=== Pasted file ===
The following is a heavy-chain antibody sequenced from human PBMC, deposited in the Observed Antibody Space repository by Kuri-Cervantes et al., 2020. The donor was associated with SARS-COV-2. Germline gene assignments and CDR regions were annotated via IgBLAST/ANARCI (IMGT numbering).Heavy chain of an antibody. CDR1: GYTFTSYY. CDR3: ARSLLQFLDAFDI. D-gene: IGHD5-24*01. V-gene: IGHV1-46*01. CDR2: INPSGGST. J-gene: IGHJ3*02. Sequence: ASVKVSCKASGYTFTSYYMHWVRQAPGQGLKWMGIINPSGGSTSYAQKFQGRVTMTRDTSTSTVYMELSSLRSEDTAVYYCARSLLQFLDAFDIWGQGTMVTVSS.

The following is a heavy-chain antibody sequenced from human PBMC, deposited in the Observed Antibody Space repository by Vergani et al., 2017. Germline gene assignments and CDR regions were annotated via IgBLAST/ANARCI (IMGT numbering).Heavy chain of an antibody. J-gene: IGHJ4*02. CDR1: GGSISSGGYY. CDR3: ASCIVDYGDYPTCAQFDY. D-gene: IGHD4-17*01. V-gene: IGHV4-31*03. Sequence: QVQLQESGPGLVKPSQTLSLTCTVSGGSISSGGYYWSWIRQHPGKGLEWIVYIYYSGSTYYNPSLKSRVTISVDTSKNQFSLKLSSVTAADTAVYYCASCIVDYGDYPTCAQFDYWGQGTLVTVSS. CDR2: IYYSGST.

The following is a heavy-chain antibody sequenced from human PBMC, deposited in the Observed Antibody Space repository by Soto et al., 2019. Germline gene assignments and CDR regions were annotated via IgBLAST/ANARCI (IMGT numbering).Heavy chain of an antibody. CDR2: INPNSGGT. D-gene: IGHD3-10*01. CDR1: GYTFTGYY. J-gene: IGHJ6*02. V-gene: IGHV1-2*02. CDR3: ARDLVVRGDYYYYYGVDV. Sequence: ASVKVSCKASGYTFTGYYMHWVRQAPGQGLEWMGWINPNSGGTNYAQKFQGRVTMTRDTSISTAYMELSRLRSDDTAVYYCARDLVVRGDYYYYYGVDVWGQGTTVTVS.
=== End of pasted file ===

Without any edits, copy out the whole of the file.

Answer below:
The following is a heavy-chain antibody sequenced from human PBMC, deposited in the Observed Antibody Space repository by Kuri-Cervantes et al., 2020. The donor was associated with SARS-COV-2. Germline gene assignments and CDR regions were annotated via IgBLAST/ANARCI (IMGT numbering).Heavy chain of an antibody. CDR1: GYTFTSYY. CDR3: ARSLLQFLDAFDI. D-gene: IGHD5-24*01. V-gene: IGHV1-46*01. CDR2: INPSGGST. J-gene: IGHJ3*02. Sequence: ASVKVSCKASGYTFTSYYMHWVRQAPGQGLKWMGIINPSGGSTSYAQKFQGRVTMTRDTSTSTVYMELSSLRSEDTAVYYCARSLLQFLDAFDIWGQGTMVTVSS.

The following is a heavy-chain antibody sequenced from human PBMC, deposited in the Observed Antibody Space repository by Vergani et al., 2017. Germline gene assignments and CDR regions were annotated via IgBLAST/ANARCI (IMGT numbering).Heavy chain of an antibody. J-gene: IGHJ4*02. CDR1: GGSISSGGYY. CDR3: ASCIVDYGDYPTCAQFDY. D-gene: IGHD4-17*01. V-gene: IGHV4-31*03. Sequence: QVQLQESGPGLVKPSQTLSLTCTVSGGSISSGGYYWSWIRQHPGKGLEWIVYIYYSGSTYYNPSLKSRVTISVDTSKNQFSLKLSSVTAADTAVYYCASCIVDYGDYPTCAQFDYWGQGTLVTVSS. CDR2: IYYSGST.

The following is a heavy-chain antibody sequenced from human PBMC, deposited in the Observed Antibody Space repository by Soto et al., 2019. Germline gene assignments and CDR regions were annotated via IgBLAST/ANARCI (IMGT numbering).Heavy chain of an antibody. CDR2: INPNSGGT. D-gene: IGHD3-10*01. CDR1: GYTFTGYY. J-gene: IGHJ6*02. V-gene: IGHV1-2*02. CDR3: ARDLVVRGDYYYYYGVDV. Sequence: ASVKVSCKASGYTFTGYYMHWVRQAPGQGLEWMGWINPNSGGTNYAQKFQGRVTMTRDTSISTAYMELSRLRSDDTAVYYCARDLVVRGDYYYYYGVDVWGQGTTVTVS.